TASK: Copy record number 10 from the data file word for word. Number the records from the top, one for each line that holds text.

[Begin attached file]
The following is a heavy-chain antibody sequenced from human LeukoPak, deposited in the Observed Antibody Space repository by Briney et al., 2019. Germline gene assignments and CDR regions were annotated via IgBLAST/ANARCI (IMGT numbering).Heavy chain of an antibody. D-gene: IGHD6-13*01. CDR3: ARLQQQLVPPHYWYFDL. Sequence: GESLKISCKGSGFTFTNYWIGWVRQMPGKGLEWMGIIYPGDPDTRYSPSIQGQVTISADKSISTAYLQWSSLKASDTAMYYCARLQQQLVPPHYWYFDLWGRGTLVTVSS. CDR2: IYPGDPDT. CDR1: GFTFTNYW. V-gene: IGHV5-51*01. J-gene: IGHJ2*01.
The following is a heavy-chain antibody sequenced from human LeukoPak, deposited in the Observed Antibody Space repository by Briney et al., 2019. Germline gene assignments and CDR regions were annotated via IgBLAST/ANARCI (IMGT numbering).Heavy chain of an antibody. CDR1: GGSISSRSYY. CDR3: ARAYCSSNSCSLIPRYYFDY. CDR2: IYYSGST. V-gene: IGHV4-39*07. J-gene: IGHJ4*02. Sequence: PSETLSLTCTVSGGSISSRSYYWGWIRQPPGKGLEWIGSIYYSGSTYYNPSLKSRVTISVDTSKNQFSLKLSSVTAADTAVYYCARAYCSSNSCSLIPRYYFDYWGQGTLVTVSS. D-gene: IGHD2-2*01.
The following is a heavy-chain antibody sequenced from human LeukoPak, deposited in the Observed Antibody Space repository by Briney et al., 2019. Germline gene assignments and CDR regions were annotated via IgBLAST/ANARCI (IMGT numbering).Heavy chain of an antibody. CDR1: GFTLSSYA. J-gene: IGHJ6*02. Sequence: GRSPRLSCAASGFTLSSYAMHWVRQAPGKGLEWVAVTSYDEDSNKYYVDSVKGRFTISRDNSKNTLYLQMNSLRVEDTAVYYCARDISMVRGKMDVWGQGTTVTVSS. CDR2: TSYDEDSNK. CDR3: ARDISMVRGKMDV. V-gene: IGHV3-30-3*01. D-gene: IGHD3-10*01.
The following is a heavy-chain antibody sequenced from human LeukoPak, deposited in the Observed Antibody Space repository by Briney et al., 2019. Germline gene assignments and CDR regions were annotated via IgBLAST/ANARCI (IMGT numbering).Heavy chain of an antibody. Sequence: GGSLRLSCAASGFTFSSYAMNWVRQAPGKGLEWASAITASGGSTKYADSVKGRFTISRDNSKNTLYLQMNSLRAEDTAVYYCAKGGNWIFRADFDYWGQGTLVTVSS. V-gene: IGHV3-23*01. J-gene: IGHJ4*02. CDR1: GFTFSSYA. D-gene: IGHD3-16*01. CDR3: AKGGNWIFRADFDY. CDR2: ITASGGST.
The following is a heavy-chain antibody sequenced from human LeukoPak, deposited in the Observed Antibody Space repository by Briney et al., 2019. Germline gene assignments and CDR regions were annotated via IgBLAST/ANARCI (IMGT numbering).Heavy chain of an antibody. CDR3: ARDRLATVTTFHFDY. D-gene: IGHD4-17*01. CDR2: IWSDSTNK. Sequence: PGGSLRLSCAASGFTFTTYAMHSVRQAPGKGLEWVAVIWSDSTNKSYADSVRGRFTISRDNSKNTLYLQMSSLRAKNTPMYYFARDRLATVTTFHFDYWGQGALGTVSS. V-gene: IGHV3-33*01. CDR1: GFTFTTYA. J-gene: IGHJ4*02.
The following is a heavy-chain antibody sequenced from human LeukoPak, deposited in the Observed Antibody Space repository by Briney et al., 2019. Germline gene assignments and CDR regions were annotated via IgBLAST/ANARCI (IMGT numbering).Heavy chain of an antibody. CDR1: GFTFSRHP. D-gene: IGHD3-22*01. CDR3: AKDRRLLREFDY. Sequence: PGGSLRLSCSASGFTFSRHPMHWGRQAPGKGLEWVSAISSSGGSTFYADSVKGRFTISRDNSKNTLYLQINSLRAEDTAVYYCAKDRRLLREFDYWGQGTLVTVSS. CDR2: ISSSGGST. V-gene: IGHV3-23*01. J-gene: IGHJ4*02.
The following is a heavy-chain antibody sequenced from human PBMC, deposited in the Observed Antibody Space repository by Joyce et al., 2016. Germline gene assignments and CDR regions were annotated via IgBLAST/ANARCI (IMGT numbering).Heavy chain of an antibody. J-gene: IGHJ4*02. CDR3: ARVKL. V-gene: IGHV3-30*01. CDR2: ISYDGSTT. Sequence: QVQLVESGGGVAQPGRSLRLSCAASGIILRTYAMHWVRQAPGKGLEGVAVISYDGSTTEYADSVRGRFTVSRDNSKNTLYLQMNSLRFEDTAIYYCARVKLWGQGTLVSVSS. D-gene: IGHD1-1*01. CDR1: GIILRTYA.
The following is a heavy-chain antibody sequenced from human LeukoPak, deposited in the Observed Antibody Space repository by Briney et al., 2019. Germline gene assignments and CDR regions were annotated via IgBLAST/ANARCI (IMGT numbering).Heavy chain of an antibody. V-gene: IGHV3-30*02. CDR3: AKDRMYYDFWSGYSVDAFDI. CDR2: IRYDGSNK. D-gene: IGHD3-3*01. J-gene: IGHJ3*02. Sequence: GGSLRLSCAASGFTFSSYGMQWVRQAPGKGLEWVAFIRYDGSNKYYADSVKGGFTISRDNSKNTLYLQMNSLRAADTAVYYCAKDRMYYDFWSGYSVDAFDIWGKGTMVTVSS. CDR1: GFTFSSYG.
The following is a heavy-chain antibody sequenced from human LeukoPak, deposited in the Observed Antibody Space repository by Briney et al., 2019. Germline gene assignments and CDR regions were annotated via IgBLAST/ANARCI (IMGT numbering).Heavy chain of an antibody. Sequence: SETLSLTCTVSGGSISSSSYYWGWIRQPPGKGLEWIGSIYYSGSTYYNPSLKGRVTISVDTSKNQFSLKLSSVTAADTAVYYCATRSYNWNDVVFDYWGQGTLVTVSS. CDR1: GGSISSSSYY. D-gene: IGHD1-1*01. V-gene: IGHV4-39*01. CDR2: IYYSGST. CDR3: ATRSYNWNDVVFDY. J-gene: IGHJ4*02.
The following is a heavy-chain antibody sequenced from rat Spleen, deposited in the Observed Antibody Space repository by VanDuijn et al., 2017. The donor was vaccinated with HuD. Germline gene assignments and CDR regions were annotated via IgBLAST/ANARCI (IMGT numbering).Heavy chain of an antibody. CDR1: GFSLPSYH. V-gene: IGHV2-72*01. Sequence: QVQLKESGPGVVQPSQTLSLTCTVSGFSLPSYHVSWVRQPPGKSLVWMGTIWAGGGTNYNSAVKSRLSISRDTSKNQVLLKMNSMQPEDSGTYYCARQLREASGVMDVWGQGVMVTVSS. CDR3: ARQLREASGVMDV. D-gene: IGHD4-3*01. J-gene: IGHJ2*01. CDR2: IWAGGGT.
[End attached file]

The following is a heavy-chain antibody sequenced from rat Spleen, deposited in the Observed Antibody Space repository by VanDuijn et al., 2017. The donor was vaccinated with HuD. Germline gene assignments and CDR regions were annotated via IgBLAST/ANARCI (IMGT numbering).Heavy chain of an antibody. CDR1: GFSLPSYH. V-gene: IGHV2-72*01. Sequence: QVQLKESGPGVVQPSQTLSLTCTVSGFSLPSYHVSWVRQPPGKSLVWMGTIWAGGGTNYNSAVKSRLSISRDTSKNQVLLKMNSMQPEDSGTYYCARQLREASGVMDVWGQGVMVTVSS. CDR3: ARQLREASGVMDV. D-gene: IGHD4-3*01. J-gene: IGHJ2*01. CDR2: IWAGGGT.